Clinical laser treatment hardens tooth enamel, reduces decay

Nov. 17, 2020
Treatment of tooth enamel with 9.3 µm laser light drives off carbonate, hardening the enamel; the presence of fluoride causes further beneficial hardening.

Patients often have well-founded misgivings about novel therapeutic or prophylactic techniques—no one wants to be the guinea pig if it can be avoided. There is one notable exception: laser devices. Lasers seem not only to be quickly accepted, but even sought after.1 Fortunately, lasers often live up to their reputation, as in preventive dentistry, where preliminary results have indicated that several laser wavelengths can effectively improve the acid resistance of tooth enamel.2, 3 A recent clinical study now confirms the prophylactic effect of an additional laser treatment: 9.3-µm laser-assisted remineralization.4

Enamel on the surface of the tooth serves as a primary barrier to decay, also known as dental caries. Enamel consists of hydroxyapatite, an acid-resistant mineral. Unfortunately, a significant number of native phosphate groups are typically substituted with carbonate ions, creating carbonated hydroxyapatite (CHA), a significantly less acid-resistant material. This is undesirable, because bacterial colonies in the mouth secrete acid. In the presence of bacterial plaque, vulnerable CHA decays, with unpleasant consequences for oral health. 

Lasers to the rescue 

When CHA is heated, the carbonate is driven out, allowing phosphate groups to reintegrate in the enamel. If CHA is heated in the presence of fluoride, fluoride ions create fluorapatite, which has even higher acid resistance than native enamel. For several decades, it has been known that lasers provide a convenient and efficient method of delivering energy to tooth enamel. Additional studies have been aimed at determining the optimal laser-beam parameters to maximize the beneficial remineralization and minimize heating of the sensitive central pulpal tissue. Professor Peter Rechmann and his colleagues at the University of California-San Francisco have just completed a study that takes the work one step further. They performed a year-long clinical study of the protective effect of one of the secondary wavelengths of CO2 laser irradiation.

The study followed 51 adolescent and pre-adolescent children, from 10 to 16 years old, for a year following the initial treatment. Approximately 90% of the decay in children’s permanent teeth occurs in pits and fissures—narrow clefts in the contact surfaces of the teeth. Rechmann’s team randomly selected either a left or right and upper- or lower-jaw second molar to receive laser treatment on those contact surfaces, with the second molar on the opposite side serving as the control. The teeth were examined at the beginning of the clinical trial and classified with three different metrics for dental health. Any participants with existing cavities were excluded from the study. 

The contact surfaces of the teeth were treated with at least 20 4 µs, 1.9 mJ pulses of 9.3 µm laser light. No air or water cooling spray was used. All the teeth were then coated with fluoride varnish. The participants were then re-examined at six months and then one year after the initial treatment. 

The International Caries Detection and Assessment System (ICDAS) rating is a standard, although partially subjective, measure of tooth decay. A score of zero represents no signs of decay, with higher scores corresponding to higher degrees of decay. A score of three, for example, indicates the presence of a cavity. At six months, more than half the control teeth exhibited a worse ICDAS score, while nearly 80% of the laser-treated teeth either had the same ICDAS score, or even improved. After a year, 75% of the control teeth had worsened, while 75% of the laser-treated teeth had either stayed the same or improved. The other two measures of dental health showed consistent results.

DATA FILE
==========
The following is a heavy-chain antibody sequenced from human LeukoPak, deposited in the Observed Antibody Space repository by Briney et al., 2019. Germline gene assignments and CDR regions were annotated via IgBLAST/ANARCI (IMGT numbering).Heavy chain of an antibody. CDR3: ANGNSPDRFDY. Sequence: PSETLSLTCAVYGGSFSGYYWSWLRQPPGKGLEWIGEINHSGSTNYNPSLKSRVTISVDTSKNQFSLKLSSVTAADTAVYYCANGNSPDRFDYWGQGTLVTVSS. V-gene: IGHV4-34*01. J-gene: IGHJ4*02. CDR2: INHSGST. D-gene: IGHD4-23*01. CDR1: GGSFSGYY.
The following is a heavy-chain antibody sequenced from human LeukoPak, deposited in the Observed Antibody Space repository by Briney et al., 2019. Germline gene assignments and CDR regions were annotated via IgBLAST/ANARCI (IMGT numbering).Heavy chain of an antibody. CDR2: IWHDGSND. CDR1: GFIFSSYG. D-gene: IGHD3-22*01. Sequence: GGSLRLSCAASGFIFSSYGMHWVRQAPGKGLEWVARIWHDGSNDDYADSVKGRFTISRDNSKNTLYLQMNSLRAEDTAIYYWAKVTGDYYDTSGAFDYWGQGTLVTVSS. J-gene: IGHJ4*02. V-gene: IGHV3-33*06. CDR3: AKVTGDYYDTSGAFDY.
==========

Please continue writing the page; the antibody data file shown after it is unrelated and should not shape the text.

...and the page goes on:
Speaking about this work at SPIE’s BiOS Conference in March 2020, Rechmannn said, “The results are amazing…on caries, it really works…even in the clinics, because sometimes you see stuff working in a lab, not in the clinic.” 

Refinements and improvements 

Concurrently but independently, Rechmann’s group has also been working to improve the laser exposure protocol.5 The commercially available 9.3 µm laser, for example, has a hotspot, which makes it more likely that a surface treatment will melt local regions of the enamel. Although melting appears to have no deleterious effects on dental health, it does slightly change the appearance of the tooth, so the group inserted a beam spreader in the optical path. The modification eliminated the hotspot. In tests with extracted teeth, however, the modified beam still retained the ability to remineralize tooth enamel and—with or without fluoride—enhance acid resistance.

In other work on extracted teeth, presented at BiOS 2020 in February 2020, Rechmann demonstrated that exposure to 9.3 µm radiation, in conjunction with an amine fluoride/sodium fluoride/stannous fluoride solution, reduced erosion in an acidic environment.6 Even better, Rechmann noted, “It appears that over time even remineralization is enhanced, and the average mineral loss is significantly reduced.” 


1. R. Sarmadi et al., Int. J. Dent. Hygiene, 12, 67–73 (2014).

2. H. G. D. Boari et al., Laser Phys., 19, 1463–1469 (2009).

3. V. Takate et al., J. Int. Soc. Prev. Community. Dent., Jan-Feb; 9, 1, 47–54 (2019).

4. P. Rechmann et al., Clin. Oral Investig. (Aug. 15, 2020).

5. P. Rechmann et al., Lasers Med. Sci. (Jan. 3, 2020).

6. P. Rechmann et al., Proc. SPIE, 11217, 1121702 (Mar. 9, 2020).

About the Author

Richard Gaughan | Contributing Writer, BioOptics World

Richard Gaughan is the Owner of Mountain Optical Systems and a contributing writer for BioOptics World.

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